Cathy Cox, state secretary of Georgia who is planning a bid for governor, is hoping to hear Kerry emphasize education and health care, themes she believes will mobilize Democratic women.
“We’re 54 to 55 percent of the electorate in Georgia, and that generally holds true nationwide,” she claimed. “We should have the power to elect or defeat anyone on the ballot.”
Otilia Gonzales, an attorney and delegate from Texas, mostly wanted a positive focus at the convention.
“I just want to hear more about what the Democrats are going to do,” she said. “I like the tone Kerry has taken.”
STAR TREKKING: Hours before prime-time kickoff Monday, delegates dressed in hokey red, white and blue getups swarmed throughout the Fleet Center, finding their seats and getting pictures taken with a motley assortment of minor celebrities.
“They are the trekkies of politics, sort of lovable dorks,” said Ed Helms, a comedic correspondent on Jon Stewart’s “Daily Show.”
Omarosa Manigault-Stallworth of “The Apprentice,” in town with Rock the Vote, showed up for the speeches, but had parties on her mind. “I’ve got the perfect party dress that can just be stuffed into a bag,” she said, whipping a black lace Bisou Bisou number from her Vuitton bag.
Elizabeth Teel, a delegate from South Carolina, was star-struck by Howard Dean’s and Ben Affleck’s surprise appearances at their delegate breakfast Monday at the Marriott Copley Plaza. “I can’t wait for tomorrow,” Teel said.
Affleck, speaking on a theme that Bill Clinton would echo later that night, divulged to the South Carolina crowd that the Bush tax cut had deposited $1 million in his pocket. “He asked if we thought that was fair,” Teel said with a raised eyebrow.
Stargazing aside, the main issue on Teel’s mind: enforcing existing trade agreements.
“We’re letting China and [other countries] do anything and everything,” she said. “We’ve had 60,000 jobs lost in South Carolina. We’re hurting in South Carolina.”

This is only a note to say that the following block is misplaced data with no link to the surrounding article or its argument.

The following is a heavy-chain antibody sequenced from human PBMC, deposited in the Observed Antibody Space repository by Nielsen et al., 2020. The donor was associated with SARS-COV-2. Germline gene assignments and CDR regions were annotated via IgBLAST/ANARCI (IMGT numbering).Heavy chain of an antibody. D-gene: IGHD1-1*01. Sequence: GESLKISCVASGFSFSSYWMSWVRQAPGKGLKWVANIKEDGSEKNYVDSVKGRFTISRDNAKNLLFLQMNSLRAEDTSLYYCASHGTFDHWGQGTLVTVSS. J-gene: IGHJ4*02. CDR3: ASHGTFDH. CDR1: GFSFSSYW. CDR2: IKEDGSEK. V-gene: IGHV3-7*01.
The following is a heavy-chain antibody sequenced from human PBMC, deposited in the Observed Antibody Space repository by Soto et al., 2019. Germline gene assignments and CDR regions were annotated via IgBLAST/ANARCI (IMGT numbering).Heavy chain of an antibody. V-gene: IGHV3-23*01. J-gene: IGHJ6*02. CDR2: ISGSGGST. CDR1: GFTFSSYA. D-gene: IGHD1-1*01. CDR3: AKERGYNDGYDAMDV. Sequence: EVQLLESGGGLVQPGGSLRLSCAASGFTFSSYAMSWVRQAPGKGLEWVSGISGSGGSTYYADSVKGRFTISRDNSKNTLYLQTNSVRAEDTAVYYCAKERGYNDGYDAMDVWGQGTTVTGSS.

FEUDING WITH FOX: The feud between the Democrats and Fox News moved into high alert Monday night. First there was the moment when delegates were asked to pause for a time-exposure picture of the convention gathering. Everyone was asked to focus on the digital clock to the left of the Fox News skybox. Delegates responded by hissing and booing at the mention of the conservative cable station’s name. Later, at the party in his honor, Al Gore huddled with Howard Dean, whom he endorsed early on in the primaries. The subject the two men discussed was once again Fox News and Bill O’Reilly’s decision to run an interview with independent presidential candidate Ralph Nader during Gore’s speech at the convention.
INNER RADIUS: The New Democratic Network, a Washington-based group promoting rising party stars, hosted San Francisco Mayor Gavin Newsom, Chris Heinz, “The View” host Lisa Ling and House Democratic leader Nancy Pelosi for a brunch at Radius restaurant on Tuesday. The group noshed on frittatas, ribbed Heinz gently about his mother Teresa Heinz Kerry’s “Shove It” controversy and, befitting politicos in training, ducked outside the restaurant doors to give the TV crews a word or two. Later Tuesday, Radius was transformed into a nightclub as The Bacon Brothers — Kevin and Michael — played for the Dakota states’ delegates.
— Susan Watters and Katherine Bowers